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For entry-level tech jobs, hiring managers care about passion for IT more than a diploma

Fred O'Connor | May 15, 2014
Class of 2014 college graduates looking for their first IT jobs take note: your passion for and experience with technology may prove more helpful in your employment search than your diplomas.

"The job market probably isn't as cyclical as what it used to be," Lowrey said. "You have some startup operations that are going to occur whenever they occur."

Startups — known for having flexible hours, lax dress codes and fast-paced environments — offer an environment that is similar to college, Goli said. Companies that are preparing to issue an initial public offering or have just gone public are usually in high-growth mode and are looking to hire workers, he said. They may be flexible on the skill requirements since they're trying to increase productivity quickly.

And with a range of businesses investing in IT, "all companies are becoming tech employers," Goli said, so graduates should consider jobs outside of traditional IT employers.

Given the demand for talented technology workers, some companies make job offers for roles that don't start immediately. HubSpot recruits from hackathons and other less traditional technology events, which tend to be held in the fall or winter, O'Neill said. Skilled college students who attend those events may receive an offer for a position that starts the following spring or summer.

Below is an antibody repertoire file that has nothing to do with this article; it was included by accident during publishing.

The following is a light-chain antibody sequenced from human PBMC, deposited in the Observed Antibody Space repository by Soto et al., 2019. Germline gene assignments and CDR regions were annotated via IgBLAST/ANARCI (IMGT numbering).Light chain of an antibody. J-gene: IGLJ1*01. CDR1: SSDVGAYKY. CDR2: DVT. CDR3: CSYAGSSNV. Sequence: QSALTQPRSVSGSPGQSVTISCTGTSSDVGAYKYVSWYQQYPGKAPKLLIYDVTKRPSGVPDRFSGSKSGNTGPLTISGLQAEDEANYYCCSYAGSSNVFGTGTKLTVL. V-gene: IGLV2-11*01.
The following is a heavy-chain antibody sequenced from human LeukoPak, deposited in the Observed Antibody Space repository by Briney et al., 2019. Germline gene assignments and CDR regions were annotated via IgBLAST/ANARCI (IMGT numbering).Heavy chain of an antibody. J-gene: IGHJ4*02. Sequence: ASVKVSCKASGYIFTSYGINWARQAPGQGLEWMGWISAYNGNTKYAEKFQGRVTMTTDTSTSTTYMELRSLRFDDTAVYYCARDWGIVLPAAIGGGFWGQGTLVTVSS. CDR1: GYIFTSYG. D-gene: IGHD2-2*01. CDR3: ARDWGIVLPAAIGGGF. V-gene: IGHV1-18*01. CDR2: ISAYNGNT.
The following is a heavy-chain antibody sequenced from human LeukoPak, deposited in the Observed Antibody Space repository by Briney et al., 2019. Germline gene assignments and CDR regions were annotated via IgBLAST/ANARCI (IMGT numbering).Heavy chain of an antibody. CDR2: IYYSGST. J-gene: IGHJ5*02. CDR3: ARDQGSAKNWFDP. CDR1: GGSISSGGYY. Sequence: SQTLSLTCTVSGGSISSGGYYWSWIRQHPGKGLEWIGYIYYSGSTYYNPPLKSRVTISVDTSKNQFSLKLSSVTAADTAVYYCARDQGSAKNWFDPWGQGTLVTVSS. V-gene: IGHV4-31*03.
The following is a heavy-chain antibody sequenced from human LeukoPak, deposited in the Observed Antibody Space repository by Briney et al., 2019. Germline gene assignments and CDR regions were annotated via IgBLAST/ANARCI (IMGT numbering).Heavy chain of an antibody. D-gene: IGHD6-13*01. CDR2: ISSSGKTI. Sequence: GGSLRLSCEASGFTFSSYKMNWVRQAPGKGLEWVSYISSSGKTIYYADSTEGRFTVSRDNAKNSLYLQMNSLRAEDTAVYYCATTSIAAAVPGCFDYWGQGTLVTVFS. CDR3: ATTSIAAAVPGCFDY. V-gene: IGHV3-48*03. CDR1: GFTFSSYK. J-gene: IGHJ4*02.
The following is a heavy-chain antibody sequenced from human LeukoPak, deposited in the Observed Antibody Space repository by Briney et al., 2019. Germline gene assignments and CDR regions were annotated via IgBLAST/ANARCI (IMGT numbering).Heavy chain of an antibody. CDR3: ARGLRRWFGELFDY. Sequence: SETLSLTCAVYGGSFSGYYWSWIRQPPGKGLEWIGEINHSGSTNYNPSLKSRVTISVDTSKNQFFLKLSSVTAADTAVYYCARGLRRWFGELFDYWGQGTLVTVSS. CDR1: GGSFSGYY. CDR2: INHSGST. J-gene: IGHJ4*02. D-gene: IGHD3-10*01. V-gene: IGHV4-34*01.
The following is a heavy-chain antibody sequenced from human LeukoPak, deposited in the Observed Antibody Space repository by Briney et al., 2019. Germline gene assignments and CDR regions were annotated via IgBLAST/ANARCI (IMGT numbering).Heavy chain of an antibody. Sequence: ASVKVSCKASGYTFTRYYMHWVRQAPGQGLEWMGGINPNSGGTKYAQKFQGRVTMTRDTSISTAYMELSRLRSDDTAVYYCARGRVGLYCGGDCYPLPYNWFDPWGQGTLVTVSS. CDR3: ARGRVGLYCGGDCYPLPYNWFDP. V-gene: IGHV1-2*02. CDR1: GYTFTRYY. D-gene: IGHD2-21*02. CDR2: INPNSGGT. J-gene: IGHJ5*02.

Recent graduates should have an "awareness of the different paths you can follow within technology, none of which will paint you into a corner," Lowery said.

O'Neill, whose company develops software that runs in the cloud, said the advent of SaaS has turned IT career development into choosing your own adventure.

"Companies are becoming more and more flexible in the light of the fact that managing servers is going away," he said.

For example, learning SaaS maintenance in a help-desk position could lead to an integration developer role combining different cloud services. A person could then start building products internally that combine workflows across SaaS platforms. Ultimately, a company may decide to sell some of those products, said O'Neill.

"The opportunities for IT folks — particularly emerging IT folks —  is how can you apply a product mindset to classically what was an administrative mindset. If you can bridge that gap, your career is endless because you can actually grow into a product engineer if you want to."

 

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